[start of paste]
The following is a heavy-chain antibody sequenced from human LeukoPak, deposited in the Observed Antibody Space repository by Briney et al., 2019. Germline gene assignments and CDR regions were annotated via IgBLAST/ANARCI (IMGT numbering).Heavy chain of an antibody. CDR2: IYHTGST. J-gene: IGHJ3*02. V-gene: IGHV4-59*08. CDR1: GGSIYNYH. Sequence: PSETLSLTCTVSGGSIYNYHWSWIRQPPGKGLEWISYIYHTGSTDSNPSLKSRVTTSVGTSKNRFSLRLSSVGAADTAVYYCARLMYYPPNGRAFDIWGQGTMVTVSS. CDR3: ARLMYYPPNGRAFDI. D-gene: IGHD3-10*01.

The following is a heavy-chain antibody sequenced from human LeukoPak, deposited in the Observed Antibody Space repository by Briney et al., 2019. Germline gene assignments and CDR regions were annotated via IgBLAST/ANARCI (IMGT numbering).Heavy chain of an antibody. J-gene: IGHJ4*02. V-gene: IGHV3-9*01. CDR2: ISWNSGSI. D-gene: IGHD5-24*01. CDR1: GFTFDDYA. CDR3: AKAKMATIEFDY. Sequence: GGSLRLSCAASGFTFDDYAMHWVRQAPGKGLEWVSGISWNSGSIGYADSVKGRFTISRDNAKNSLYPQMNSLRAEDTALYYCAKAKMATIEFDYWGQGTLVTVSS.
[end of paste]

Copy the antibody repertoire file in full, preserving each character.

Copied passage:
The following is a heavy-chain antibody sequenced from human LeukoPak, deposited in the Observed Antibody Space repository by Briney et al., 2019. Germline gene assignments and CDR regions were annotated via IgBLAST/ANARCI (IMGT numbering).Heavy chain of an antibody. CDR2: IYHTGST. J-gene: IGHJ3*02. V-gene: IGHV4-59*08. CDR1: GGSIYNYH. Sequence: PSETLSLTCTVSGGSIYNYHWSWIRQPPGKGLEWISYIYHTGSTDSNPSLKSRVTTSVGTSKNRFSLRLSSVGAADTAVYYCARLMYYPPNGRAFDIWGQGTMVTVSS. CDR3: ARLMYYPPNGRAFDI. D-gene: IGHD3-10*01.

The following is a heavy-chain antibody sequenced from human LeukoPak, deposited in the Observed Antibody Space repository by Briney et al., 2019. Germline gene assignments and CDR regions were annotated via IgBLAST/ANARCI (IMGT numbering).Heavy chain of an antibody. J-gene: IGHJ4*02. V-gene: IGHV3-9*01. CDR2: ISWNSGSI. D-gene: IGHD5-24*01. CDR1: GFTFDDYA. CDR3: AKAKMATIEFDY. Sequence: GGSLRLSCAASGFTFDDYAMHWVRQAPGKGLEWVSGISWNSGSIGYADSVKGRFTISRDNAKNSLYPQMNSLRAEDTALYYCAKAKMATIEFDYWGQGTLVTVSS.